• Hodon is a transplant from California who came to MSP to build a family

  • When she was a child, her family had to flee civil war in Somalia

  • Hodon is a teacher at Al-Amal Islamic school in Fridley, MN

  • She lives in Minneapolis

Meet Hodon

Tell us a little bit about yourself.

I was born in Somalia, raised in Yemen, flourished in California’s Bay Area and now I’ve settled in Minneapolis, Minnesota. My family left Somalia after the Civil War broke out in 1991 and settled here in 2001. I myself moved to MSP in June, 2015, after meeting the father of my children. So, I’ve lived here permanently for almost seven years.

I now have two girls, I’m settled, I don’t think I will move back. A part of me would love to move back to California, but it’s really expensive in the Bay Area and it’s gotten worse and worse over the years. So, MSP is a perfect place where you can live comfortably, where you can raise children.

I am a teacher. I have been teaching for the last 13 years. This year I’m teaching first grade and last year I was teaching kindergarten at a school called Al-Amal.  It’s the only Islamic school in the metropolitan area.

How was your initial adjustment to living in Minnesota?

I am a California girl, so the weather was the biggest adjustment. It is cold in MSP, but it was easy to adjust after a while. The other thing that was a little bit hard, is that the Bay Area is very diverse, we call it the melting pot. MSP is also very diverse – there are a lot of people from all over the world – however the different groups do not mix much. It’s very segregated, but it’s getting a lot better now.

How did the murder of George Floyd impact you and your community?

The murder of George Floyd brought a lot of people closer to each other. It happened only about 10 blocks away from my house. It was a tough few weeks for anyone who lived in the city of Minneapolis. But it was refreshing to see the younger generation standing up for what is right, regardless of race or background or religion. It is tragic that it happened that way, that someone had to lose their life for people to see that they aren’t so different from the person it just happened to. That they need to stand up for what’s right and speak up.

There is actually a huge Somali population here in MSP. It was so wonderful to see my community come out and support the protests because of the injustices that the African American community faces in this country. It formed a bond between groups and I’m glad to see that. That’s one thing that I missed the most about the Bay Area, living in a place where you call everyone a friend or family. Here, it’s starting to become that way, which is great news. They say that every bad event also has at least one positive outcome. People in MSP are getting closer, forming a bond and standing up for one another.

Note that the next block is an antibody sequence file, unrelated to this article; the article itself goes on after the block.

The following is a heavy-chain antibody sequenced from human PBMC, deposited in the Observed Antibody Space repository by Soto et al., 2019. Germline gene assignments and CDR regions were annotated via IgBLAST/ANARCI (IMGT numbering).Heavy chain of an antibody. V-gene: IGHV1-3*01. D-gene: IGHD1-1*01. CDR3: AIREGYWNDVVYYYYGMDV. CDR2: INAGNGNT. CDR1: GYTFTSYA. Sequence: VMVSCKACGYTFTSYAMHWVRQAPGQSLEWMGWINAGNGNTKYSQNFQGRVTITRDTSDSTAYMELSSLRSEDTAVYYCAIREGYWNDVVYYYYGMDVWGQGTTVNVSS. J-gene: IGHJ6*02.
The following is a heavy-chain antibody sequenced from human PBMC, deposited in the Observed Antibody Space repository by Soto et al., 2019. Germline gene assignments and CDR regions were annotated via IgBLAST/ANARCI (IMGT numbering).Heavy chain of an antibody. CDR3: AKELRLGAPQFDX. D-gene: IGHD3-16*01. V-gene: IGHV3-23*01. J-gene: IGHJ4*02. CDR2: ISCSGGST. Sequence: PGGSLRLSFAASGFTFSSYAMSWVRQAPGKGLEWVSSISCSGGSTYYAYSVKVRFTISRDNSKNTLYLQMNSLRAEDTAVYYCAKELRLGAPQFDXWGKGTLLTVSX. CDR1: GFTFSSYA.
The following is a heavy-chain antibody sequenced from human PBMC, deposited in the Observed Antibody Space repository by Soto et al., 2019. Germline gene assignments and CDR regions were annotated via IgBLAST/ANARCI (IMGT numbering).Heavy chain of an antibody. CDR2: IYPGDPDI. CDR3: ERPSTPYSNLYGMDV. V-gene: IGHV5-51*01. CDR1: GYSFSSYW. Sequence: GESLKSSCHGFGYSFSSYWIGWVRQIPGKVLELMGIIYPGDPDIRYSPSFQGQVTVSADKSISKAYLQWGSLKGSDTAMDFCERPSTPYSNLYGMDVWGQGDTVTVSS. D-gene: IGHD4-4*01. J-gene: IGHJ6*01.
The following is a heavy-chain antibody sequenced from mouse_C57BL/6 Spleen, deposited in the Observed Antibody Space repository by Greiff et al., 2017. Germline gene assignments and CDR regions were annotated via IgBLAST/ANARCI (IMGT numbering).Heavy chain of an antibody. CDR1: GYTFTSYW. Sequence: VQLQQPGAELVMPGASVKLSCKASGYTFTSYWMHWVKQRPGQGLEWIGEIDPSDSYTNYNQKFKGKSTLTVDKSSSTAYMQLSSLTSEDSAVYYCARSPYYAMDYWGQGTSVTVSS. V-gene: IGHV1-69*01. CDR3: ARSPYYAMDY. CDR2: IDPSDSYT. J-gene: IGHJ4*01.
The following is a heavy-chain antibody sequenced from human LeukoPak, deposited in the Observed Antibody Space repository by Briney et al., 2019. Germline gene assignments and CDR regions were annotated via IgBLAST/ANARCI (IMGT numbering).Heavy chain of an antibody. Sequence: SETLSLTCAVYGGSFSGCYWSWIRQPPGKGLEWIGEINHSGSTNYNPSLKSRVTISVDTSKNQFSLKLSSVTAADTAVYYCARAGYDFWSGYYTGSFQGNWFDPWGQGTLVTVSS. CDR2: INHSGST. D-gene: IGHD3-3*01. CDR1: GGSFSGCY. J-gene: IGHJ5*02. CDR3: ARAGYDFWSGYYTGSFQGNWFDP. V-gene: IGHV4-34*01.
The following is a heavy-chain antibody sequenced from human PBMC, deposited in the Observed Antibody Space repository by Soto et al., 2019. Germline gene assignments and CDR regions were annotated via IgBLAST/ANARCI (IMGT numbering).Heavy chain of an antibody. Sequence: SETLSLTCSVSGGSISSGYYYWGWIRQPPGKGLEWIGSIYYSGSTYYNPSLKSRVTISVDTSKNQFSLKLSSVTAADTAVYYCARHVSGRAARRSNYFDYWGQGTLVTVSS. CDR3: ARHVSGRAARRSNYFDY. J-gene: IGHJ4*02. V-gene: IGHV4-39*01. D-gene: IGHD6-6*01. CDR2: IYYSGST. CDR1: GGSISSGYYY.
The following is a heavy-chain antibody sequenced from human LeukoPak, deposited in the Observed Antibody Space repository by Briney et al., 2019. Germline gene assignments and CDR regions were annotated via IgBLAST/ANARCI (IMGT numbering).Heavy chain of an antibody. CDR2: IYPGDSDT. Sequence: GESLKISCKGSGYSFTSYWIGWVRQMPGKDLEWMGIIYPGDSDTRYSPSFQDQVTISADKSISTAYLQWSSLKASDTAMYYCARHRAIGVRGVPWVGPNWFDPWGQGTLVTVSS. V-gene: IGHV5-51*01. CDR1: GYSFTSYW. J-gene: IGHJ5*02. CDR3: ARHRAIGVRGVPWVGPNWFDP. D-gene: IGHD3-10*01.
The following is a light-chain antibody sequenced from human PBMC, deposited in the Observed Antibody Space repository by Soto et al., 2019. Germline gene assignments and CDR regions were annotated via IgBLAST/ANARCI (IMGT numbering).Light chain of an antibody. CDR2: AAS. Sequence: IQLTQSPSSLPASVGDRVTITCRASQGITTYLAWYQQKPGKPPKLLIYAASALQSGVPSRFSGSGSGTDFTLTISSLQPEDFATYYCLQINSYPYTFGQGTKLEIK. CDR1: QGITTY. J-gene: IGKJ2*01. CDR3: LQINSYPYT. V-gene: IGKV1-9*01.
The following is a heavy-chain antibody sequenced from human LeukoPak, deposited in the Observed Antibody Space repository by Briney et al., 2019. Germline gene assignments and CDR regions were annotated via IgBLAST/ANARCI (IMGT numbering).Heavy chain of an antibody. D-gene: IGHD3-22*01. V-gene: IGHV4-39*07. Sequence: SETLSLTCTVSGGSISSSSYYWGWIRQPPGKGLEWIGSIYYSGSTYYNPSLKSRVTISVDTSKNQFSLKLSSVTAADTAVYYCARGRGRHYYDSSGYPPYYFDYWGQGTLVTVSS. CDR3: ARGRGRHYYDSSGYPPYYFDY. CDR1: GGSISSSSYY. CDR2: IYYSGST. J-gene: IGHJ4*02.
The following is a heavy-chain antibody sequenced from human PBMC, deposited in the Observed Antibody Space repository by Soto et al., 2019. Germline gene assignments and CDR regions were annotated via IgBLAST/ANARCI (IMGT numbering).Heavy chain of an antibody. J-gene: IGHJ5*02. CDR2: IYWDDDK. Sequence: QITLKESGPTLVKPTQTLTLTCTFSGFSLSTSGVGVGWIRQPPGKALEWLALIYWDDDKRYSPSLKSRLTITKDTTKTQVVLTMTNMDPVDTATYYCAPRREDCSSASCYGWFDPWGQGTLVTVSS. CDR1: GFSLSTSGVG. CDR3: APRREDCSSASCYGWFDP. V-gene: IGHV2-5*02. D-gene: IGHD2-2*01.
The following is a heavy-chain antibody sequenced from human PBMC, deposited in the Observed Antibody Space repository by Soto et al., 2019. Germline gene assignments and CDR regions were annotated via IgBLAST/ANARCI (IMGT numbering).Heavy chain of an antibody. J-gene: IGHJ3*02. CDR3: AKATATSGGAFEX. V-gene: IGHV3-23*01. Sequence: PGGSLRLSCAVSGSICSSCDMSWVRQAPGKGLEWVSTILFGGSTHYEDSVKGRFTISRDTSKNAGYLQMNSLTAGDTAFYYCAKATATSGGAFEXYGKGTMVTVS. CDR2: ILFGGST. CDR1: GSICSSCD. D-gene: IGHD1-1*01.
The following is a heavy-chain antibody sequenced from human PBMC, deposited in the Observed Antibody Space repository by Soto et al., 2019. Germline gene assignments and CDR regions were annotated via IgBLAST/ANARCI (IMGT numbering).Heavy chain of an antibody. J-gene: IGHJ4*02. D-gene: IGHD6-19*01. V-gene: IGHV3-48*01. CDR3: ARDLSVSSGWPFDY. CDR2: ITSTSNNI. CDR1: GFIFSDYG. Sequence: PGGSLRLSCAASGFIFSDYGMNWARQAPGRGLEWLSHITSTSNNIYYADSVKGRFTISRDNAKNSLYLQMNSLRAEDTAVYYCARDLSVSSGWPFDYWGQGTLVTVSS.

As a mother raising two young Black girls, it was hard to witness that murder and to know that the odds are against them. But now that we’ve seen justice being done and people standing up for other people and rooting for Black Lives Matter, that gives me hope that the world is going to be a better place. It might take us a very long time, but one day, people will look past color and religion and where you’re from, and just see the person for who they are. Hopefully, we’re praying for that.

How did your family make it out of Somalia?

There were six of us kids when the civil war broke out and my mother was pregnant with the seventh. We had to get separated from our father and walk for three days. At six years old, I was the oldest, so my mother was carrying an infant while the rest of us kids walked. My dad had worked for UNICEF, he’d made some TV appearances and was a well-known man, so he didn’t want to risk being seen with us. We walked for three days to a meeting point.

When the night fell, I remember my mom knocking on someone’s door and asking them if we could sleep inside or outside their house. Anywhere we could take refuge. Eventually we met our dad and drove to Kismaayo, a southern border town, where we were fortunate to be able to leave the country right away to go to Kenya. We were in Kenya for a few months and then my dad decided that we should move to Yemen and settle there for a few years. Later we were able to apply for asylum in the U.S. which is what brought me to California.